Dodger

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Dodger
Publisher
Genre(s)
Age Range
14+
Release Date
September 25, 2012
ISBN
9780062009494
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A storm. Rain-lashed city streets. A flash of lightning. A scruffy lad sees a girl leap desperately from a horse-drawn carriage in a vain attempt to escape her captors. Can the lad stand by and let her be caught again? Of course not, because he's . . . Dodger.

Seventeen-year-old Dodger may be a street urchin, but he gleans a living from London's sewers, and he knows a jewel when he sees one. He's not about to let anything happen to the unknown girl—not even if her fate impacts some of the most powerful people in England.

From Dodger's encounter with the mad barber Sweeney Todd to his meetings with the great writer Charles Dickens and the calculating politician Benjamin Disraeli, history and fantasy intertwine in a breathtaking account of adventure and mystery.

Beloved and bestselling author Sir Terry Pratchett combines high comedy with deep wisdom in this tale of an unexpected coming-of-age and one remarkable boy's rise in a complex and fascinating world.

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Dodge Through Victorian England with "Dodger"
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4.0
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4.0
Characters
 
4.0
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4.0
Lookin’ for a new book to read is you, guvnah?! That was my attempt at a Cockney version of a British accent, and if you’d like to experience that on a much grander (and infinitely better) scale, then pick up Terry Pratchett’s “Dodger. “

Now, I’m no Victorian England scholar, so I don’t really know if it’s technically a Cockney accent that abounds in this book, but it sure as heck is a street Brit’s accent that Dodger uses. Dodger is a 17 year-old guy who lives on the streets as a tosher, which just may be the most disgusting job I’ve ever heard of. A tosher is one who peruses the sewers of London looking for any coins that may have washed down into the gutters along with untold amounts of human debris (otherwise known as poo.) There’s a whole new occupation to look into for Discovery Channel’s “Dirty Jobs.”

“Dodger” follows the boy as he gets caught up in a police case involving a battered woman. Dodger’s heroics walking home after a day of toshing see him saving an unknown woman, who turns out to be highly sought after by potentially deadly foreign powers. Dodger has to find a way to save the woman from being continually stalked. Along the way he runs into the likes of Charles Dickens, Sweeney Todd, and Queen Victoria.

This is a great snapshot into English history. In his acknowledgements, Pratchett notes he tried really hard to make this as historically accurate as possible, despite the fact the book is fiction. Pratchett really gets you into the nitty gritty of London, showing us that most amounts of poverty we see today have nothing on poverty back in the day. That’s not to say that people today can’t have a difficult time if poor, it’s just to acknowledge how much better public sanitation has thankfully become.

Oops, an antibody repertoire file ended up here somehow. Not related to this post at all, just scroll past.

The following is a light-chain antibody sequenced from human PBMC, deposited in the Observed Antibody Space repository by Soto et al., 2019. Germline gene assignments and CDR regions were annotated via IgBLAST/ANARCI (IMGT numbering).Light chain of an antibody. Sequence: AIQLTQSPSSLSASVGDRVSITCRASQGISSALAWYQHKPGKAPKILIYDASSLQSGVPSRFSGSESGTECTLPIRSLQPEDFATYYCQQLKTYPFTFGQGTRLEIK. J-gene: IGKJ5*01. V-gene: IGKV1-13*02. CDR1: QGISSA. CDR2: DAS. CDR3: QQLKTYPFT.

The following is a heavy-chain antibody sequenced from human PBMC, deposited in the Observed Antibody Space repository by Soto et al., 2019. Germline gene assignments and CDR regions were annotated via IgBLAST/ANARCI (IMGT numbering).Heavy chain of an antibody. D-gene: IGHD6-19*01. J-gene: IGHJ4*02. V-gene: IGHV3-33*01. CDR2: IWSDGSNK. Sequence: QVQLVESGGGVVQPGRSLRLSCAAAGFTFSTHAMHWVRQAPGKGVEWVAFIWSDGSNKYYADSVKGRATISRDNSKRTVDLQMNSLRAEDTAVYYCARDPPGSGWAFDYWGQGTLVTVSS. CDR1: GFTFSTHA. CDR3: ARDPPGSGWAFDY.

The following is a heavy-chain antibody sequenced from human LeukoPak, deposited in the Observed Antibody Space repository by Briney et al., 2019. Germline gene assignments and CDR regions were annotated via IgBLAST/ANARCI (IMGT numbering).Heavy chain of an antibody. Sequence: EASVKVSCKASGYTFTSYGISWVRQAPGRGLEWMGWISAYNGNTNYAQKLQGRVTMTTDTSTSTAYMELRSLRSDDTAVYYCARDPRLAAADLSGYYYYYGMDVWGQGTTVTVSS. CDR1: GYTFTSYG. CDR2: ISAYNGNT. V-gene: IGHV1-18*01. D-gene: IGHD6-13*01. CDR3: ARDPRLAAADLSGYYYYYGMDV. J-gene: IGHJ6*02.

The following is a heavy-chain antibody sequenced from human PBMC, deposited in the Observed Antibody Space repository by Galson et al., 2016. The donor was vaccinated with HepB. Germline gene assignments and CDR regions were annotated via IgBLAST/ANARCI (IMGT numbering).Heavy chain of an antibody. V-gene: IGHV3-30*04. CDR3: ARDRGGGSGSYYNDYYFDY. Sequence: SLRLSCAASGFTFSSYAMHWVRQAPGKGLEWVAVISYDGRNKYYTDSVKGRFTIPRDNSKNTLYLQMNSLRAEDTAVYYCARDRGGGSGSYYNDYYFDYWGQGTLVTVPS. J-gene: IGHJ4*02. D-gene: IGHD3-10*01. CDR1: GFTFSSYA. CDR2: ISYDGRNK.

Dodger, who literally mucks around in this messy world, is a wonderfully complex character. He is uneducated and was raised as a thief, yet he does his absolute best to steer clear of thievery these days and has a moral compass that points truer than most. While he may appear shabby on the surface, he is anything but, which is something he constantly proves to his “betters” who think he can’t possibly cavort in high society as an equal. The best part about him is that he is so endearingly humble, wanting to play down the label of “hero” even though he so clearly is one. Just a little warning, Dodger and his pals talk in thick Cockney (or street Brit) accents, and at the beginning it can be a little hard to follow if you’re not used to that kind of flavorful talk. As the story goes along, though, you get the hang of it, and catch yourself beginning to talk like our chaps across the pond.
Good Points
Great look into Victorian England.
Really gives you appreciation for the public sanitation system we have today.
A protagonist who is not as simple as he first seems.
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Dodger by Terry Pratchett review
Overall rating
 
5.0
Plot
 
5.0
Characters
 
5.0
Writing Style
 
5.0
Because I have to wait until a period of time where nothing can interrupt me as I read Terry’s books I have quite a few waiting to be savoured. I had just started Dodger when I heard the sad news that Terry had passed away so there was an added poignancy as I continued. Dodger is set in 19th century London during the reign of Queen Victoria. Along with Victorian vocabulary, Terry uses one of the characters from Charles Dickens’ Oliver to illustrate the clear delineation between poverty and wealth. We follow Jack Dodger as he tries to differentiate between what is good when you are trying to survive and what the wealthy, in their comfortable lives, consider wrong. Apparently husbands ‘owned’ their wives and child abuse was rampant, budding romances were chaperoned and the politicians and police could be easily deceived when revenge is sought. Apart from the historical relevance and the Dickensian references I learned that toilets were called ‘jakes’, toshers were scavengers of the sewers. I prefer a fast paced flow to a novel and I find Terry’s paragraphs long and twisting so I spend a lot of time trying to decipher the meaning which disrupts the flow of the story. Best of all, scattered between all the words of wisdom, were little gems like: "Are you certain you weren't born Jewish?" “No," said Dodger. "I've looked. I'm not, but thanks for the compliment."
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